A metric is simply anything that can be measured. A useful metric is something that you and your team believe in. And an effective metric motivates your team, drives additional net profit, and ultimately grows your business’s mission.
Contrary to popular belief, a metric doesn’t have to be anything formal, or standard to business or industry. In fact, as a service professional within the adventure travel industry, I all too often see owners focus on the wrong metrics. This strains employees, frustrates owners, and leaves money on the table.
One common misused metric is user days. User days is often a gauge of business growth and even a way to compare how “successful” your operation is to others – Even to the point where it drives managers and owners mad.
User days might be easy to track, readily available, and comparable to others but if your mission is to provide customers with an incredible once-in-a-lifetime experience, reduce your carbon footprint, and to pay your guides above-market wages, then is user days the right metric to focus on? Probably not!
Rather, the right metrics might be customer reviews, miles driven with an electric vehicle, bonus dollars paid to guides, and of course net profit. All of which can go way up with a drop in user days!
Consider three things when picking the right metrics for your business:
- What problems need to be fixed?
- How do you want to grow your mission?
- How can you drive more profit?
The efforts you pursue, and supporting metrics you build, is where all three merge.
Note: Growing your mission doesn’t necessarily mean growing revenues or hiring more employees. It could be expanding on sustainability initiatives, giving back to your community, maturing as an organization, or anything else you envision for your business.
So how do you arrive at the right metrics for your business? And how do you use metrics to motivate your team and drive profits?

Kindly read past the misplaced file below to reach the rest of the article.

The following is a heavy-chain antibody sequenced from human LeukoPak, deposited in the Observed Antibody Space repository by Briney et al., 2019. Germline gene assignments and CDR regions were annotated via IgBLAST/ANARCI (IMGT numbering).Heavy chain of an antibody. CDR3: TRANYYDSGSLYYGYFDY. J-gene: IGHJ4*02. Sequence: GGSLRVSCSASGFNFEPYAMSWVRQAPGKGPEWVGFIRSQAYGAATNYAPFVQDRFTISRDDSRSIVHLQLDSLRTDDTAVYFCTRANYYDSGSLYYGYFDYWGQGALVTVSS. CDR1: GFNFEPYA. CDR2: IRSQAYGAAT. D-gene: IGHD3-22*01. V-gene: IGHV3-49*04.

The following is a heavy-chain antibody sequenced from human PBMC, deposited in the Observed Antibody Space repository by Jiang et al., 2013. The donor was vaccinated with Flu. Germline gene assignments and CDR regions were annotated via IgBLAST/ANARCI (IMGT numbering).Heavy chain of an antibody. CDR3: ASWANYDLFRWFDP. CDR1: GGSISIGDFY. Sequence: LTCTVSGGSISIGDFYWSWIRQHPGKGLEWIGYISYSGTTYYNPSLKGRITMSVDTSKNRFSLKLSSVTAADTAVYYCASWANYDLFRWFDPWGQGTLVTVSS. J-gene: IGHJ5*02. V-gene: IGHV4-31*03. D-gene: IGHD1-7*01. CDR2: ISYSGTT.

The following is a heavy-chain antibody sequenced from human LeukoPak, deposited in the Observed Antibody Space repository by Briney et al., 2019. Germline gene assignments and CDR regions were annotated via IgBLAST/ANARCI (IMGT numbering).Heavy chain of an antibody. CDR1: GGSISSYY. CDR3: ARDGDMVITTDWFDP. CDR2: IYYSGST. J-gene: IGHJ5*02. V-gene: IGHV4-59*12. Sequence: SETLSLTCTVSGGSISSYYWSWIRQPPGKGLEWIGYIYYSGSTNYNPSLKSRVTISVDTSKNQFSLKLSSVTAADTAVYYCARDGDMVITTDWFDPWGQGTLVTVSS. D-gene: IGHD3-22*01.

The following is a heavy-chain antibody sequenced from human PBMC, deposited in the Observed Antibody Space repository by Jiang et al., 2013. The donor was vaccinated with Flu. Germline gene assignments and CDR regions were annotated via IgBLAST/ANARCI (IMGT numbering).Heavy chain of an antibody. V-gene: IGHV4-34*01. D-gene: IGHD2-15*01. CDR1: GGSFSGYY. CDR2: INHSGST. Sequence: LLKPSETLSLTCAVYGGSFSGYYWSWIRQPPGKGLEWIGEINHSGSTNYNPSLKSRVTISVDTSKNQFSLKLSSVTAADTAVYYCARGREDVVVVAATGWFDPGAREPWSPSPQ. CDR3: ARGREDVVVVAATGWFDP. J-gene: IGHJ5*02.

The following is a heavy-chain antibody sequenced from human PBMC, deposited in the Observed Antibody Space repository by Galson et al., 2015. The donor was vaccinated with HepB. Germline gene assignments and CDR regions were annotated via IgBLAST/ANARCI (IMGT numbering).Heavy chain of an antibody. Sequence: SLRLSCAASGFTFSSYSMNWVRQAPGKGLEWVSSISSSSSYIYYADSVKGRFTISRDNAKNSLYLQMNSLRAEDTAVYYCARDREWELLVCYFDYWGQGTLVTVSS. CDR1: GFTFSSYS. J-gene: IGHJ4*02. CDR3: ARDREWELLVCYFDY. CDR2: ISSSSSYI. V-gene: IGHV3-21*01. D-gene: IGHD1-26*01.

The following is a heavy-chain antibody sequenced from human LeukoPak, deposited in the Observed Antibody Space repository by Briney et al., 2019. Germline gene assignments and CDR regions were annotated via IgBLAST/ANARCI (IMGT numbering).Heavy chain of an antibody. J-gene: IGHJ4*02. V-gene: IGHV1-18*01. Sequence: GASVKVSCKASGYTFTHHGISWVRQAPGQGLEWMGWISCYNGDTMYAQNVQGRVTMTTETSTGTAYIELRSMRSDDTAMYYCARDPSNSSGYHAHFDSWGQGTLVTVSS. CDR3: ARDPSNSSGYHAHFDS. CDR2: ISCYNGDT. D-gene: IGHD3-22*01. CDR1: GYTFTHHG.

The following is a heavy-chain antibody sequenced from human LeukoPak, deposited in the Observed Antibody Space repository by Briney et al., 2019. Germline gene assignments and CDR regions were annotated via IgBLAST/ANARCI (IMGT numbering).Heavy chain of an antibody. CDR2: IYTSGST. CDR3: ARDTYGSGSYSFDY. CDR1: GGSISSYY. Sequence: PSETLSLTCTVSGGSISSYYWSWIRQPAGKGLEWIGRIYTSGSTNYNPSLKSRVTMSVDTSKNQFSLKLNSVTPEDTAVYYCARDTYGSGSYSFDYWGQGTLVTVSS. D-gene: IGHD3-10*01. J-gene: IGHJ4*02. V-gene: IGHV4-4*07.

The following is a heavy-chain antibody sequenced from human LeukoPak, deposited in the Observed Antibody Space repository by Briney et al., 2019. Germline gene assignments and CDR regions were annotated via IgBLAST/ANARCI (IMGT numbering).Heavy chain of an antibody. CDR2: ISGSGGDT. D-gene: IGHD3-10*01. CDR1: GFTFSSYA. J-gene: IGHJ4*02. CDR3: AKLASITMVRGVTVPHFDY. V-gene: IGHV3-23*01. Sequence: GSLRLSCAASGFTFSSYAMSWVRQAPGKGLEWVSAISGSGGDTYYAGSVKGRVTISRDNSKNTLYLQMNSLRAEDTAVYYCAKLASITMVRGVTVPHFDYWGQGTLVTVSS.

Write out the problems within your business you want to fix, the mission initiatives you want to grow, and the amount of profit needed to afford both. Pick the main problems and mission growth efforts you want to address this year, figure how much profit needs generated, and isolate metrics that satisfy all three.
I highly encourage leaning on your team to build your business’s metrics. When team members are involved in this process, they naturally take ownership of them and hold themselves accountable.
Check your metrics! After you identify your metrics and before you do anything else. Ask yourself:
- Does each metric help manage your limited resources more effectively?
- Will the application of each metric drive more profits?
- Is the application of each metric in-line with your broader business mission?
- Is each metric in-line with your messaging to all stakeholders?
- Is the adoption of each metric sustainable long-term?
After you answer “yes” to each question for each metric, you’ll want to break each metric into smaller monthly metrics that can be tracked throughout the year. If you’re a seasonal business, you can use this monthly calendar to manage the highs and lows of your seasons. Doing so gives you, and your team, a few targets to shoot for every month which keeps everyone on track.
During the year you’ll want to check these metrics, routinely. If you have big goals, or goals that you believe will be challenging to achieve, then give yourself extra time to investigate unfavorable results and gameplan corrective action.
It is a good idea to include a third party not involved with day-to-day operations to review your metric progress. An outsider is great for unbiased analysis, honest feedback, creative thinking, and someone to hold you accountable.
This person can be your spouse or a hired professional. Clients describe this time with me as a breath of fresh air. Our meetings together are their opportunities to get out of the day-by-day grind and simply reconnect with someone that cares about them and wants them to succeed.
If you want help finding the right metrics to motivate your team, drive additional net profits, and ultimately grow your business’s mission, then hit me up. I’m happy to chat with you and discover how to do all of this within your business.